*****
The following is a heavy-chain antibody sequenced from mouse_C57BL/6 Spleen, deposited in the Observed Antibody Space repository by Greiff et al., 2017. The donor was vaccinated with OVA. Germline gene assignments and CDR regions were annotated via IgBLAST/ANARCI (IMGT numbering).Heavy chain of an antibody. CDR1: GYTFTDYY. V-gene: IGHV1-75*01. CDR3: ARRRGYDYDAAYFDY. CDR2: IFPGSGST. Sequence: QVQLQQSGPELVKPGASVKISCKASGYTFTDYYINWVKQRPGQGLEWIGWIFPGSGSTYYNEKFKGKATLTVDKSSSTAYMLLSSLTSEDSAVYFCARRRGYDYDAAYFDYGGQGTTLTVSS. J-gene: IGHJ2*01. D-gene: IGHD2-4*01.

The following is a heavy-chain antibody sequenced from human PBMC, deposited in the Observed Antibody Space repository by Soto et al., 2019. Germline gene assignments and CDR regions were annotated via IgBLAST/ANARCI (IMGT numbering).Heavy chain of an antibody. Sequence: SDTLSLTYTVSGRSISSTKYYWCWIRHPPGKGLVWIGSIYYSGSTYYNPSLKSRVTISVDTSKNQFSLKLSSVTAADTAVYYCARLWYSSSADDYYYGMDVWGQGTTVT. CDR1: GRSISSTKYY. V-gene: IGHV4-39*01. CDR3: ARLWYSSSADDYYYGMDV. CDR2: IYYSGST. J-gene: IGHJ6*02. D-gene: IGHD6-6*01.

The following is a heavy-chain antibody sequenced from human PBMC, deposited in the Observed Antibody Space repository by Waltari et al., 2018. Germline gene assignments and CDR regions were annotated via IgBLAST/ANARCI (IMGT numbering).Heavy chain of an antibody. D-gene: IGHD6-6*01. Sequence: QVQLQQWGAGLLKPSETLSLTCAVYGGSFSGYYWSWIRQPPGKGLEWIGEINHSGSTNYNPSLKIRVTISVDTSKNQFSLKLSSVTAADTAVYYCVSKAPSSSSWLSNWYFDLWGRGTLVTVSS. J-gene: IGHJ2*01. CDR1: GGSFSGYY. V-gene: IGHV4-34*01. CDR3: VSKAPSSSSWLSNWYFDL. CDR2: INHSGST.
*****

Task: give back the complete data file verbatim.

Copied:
The following is a heavy-chain antibody sequenced from mouse_C57BL/6 Spleen, deposited in the Observed Antibody Space repository by Greiff et al., 2017. The donor was vaccinated with OVA. Germline gene assignments and CDR regions were annotated via IgBLAST/ANARCI (IMGT numbering).Heavy chain of an antibody. CDR1: GYTFTDYY. V-gene: IGHV1-75*01. CDR3: ARRRGYDYDAAYFDY. CDR2: IFPGSGST. Sequence: QVQLQQSGPELVKPGASVKISCKASGYTFTDYYINWVKQRPGQGLEWIGWIFPGSGSTYYNEKFKGKATLTVDKSSSTAYMLLSSLTSEDSAVYFCARRRGYDYDAAYFDYGGQGTTLTVSS. J-gene: IGHJ2*01. D-gene: IGHD2-4*01.

The following is a heavy-chain antibody sequenced from human PBMC, deposited in the Observed Antibody Space repository by Soto et al., 2019. Germline gene assignments and CDR regions were annotated via IgBLAST/ANARCI (IMGT numbering).Heavy chain of an antibody. Sequence: SDTLSLTYTVSGRSISSTKYYWCWIRHPPGKGLVWIGSIYYSGSTYYNPSLKSRVTISVDTSKNQFSLKLSSVTAADTAVYYCARLWYSSSADDYYYGMDVWGQGTTVT. CDR1: GRSISSTKYY. V-gene: IGHV4-39*01. CDR3: ARLWYSSSADDYYYGMDV. CDR2: IYYSGST. J-gene: IGHJ6*02. D-gene: IGHD6-6*01.

The following is a heavy-chain antibody sequenced from human PBMC, deposited in the Observed Antibody Space repository by Waltari et al., 2018. Germline gene assignments and CDR regions were annotated via IgBLAST/ANARCI (IMGT numbering).Heavy chain of an antibody. D-gene: IGHD6-6*01. Sequence: QVQLQQWGAGLLKPSETLSLTCAVYGGSFSGYYWSWIRQPPGKGLEWIGEINHSGSTNYNPSLKIRVTISVDTSKNQFSLKLSSVTAADTAVYYCVSKAPSSSSWLSNWYFDLWGRGTLVTVSS. J-gene: IGHJ2*01. CDR1: GGSFSGYY. V-gene: IGHV4-34*01. CDR3: VSKAPSSSSWLSNWYFDL. CDR2: INHSGST.